That was the headline generated by the study from Anette Winger and colleagues  (open-access) looking to describe several parameters tied into experience of pain in the context of CFS. Further: "The total sum of bodily symptoms represented a heavy burden with great functional consequences".
|Your hokey pokey dragon is out helpin' Santa Claus pull his sled!|
There are a few details included in the results which do however merit some additional highlighting. So:
- "In the present study, almost three-quarters of the adolescents with CFS suffered from weekly pain, and pain on a daily basis was a problem for half of the patients". This was "highly significant" when compared with reports from controls, particularly where two-thirds of CFS participants reported weekly headaches.
- Muscle and joint pain were also recorded by adolescents with CFS alongside almost half reporting abdominal pain. Indeed, joint pain showed the most disparity between the groups with reports of such pain tipping 70% in the CFS group compared with only 10% of controls reporting this more frequently than once a month.
- When looking at result examining the pressure pain threshold (PPT) - "the minimum intensity of a stimulus that is perceived as painful" - and examining scores based on completion of the Brief Pain Inventory (BPI), authors concluded that: "At all measure points, PPTs were significantly lower (all p<0.001) among patients with CFS than HCs".
- "In our study, the adolescents reported that pain interfered with school, general activity and mood; however, we cannot conclude from this study that pain has a causal effect, because it could be the other way around".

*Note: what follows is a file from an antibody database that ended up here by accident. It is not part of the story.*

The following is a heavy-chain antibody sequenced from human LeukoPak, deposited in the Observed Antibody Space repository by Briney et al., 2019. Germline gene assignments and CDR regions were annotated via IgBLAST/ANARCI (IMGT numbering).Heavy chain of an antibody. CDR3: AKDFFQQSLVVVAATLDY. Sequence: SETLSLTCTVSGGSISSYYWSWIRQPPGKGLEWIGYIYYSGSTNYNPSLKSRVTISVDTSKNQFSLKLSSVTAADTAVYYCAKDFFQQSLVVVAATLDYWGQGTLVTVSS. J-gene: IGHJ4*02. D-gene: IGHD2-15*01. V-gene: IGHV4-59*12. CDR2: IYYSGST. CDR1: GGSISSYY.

What's more to say about this research? Well, the very important message that the presentation of CFS might go well beyond just 'chronic fatigue' is paramount. This is not new news to science and practice as per the various reviews on the topic of pain exemplified by Nijs and colleagues . I dare say that some public perceptions of CFS/ME would also change if more people understood that pain is a seemingly important manifestation of the condition. Oh and that CFS and pain sensation might not just be all in the mind...
I'm also inclined to introduce the condition fibromyalgia (FM) into proceedings, given the many and varied reports talking about key symptoms overlapping . I'm not altogether sure of the hows and whys of FM and CFS connecting, but certainly the primary FM symptom of widespread pain and extreme sensitivity strikes me as being potentially important. With no medical advice given or intended and perhaps somewhat counter-intuitive to analgesia, the increasing body of work looking at the use of something like low-dose naltrexone (see here for some of my interest in this area) for pain in FM  may also very well be something in need of a little more study with pain in CFS in mind, alongside other possible pain relief options.
So then, The White Stripes with Ball and Biscuit.
 Winger A. et al. Pain and pressure pain thresholds in adolescents with chronic fatigue syndrome and healthy controls: a cross-sectional study. BMJ Open. 2014; 4(10): e005920.
 Fagermoen E. et al. Clonidine in the treatment of adolescent chronic fatigue syndrome: a pilot study for the NorCAPITAL trial. BMC Research Notes 2012, 5:418
 Nijs J. et al. Pain in patients with chronic fatigue syndrome: time for specific pain treatment? Pain Physician. 2012 Sep-Oct;15(5):E677-86.
 Aaron LA. et al. Overlapping Conditions Among Patients With Chronic Fatigue Syndrome, Fibromyalgia, and Temporomandibular Disorder. Arch Intern Med. 2000;160(2):221-227.
 Younger J. et al. Low-dose naltrexone for the treatment of fibromyalgia: findings of a small, randomized, double-blind, placebo-controlled, counterbalanced, crossover trial assessing daily pain levels. Arthritis Rheum. 2013 Feb;65(2):529-38.
Winger, A., Kvarstein, G., Wyller, V., Sulheim, D., Fagermoen, E., Smastuen, M., & Helseth, S. (2014). Pain and pressure pain thresholds in adolescents with chronic fatigue syndrome and healthy controls: a cross-sectional study BMJ Open, 4 (10) DOI: 10.1136/bmjopen-2014-005920
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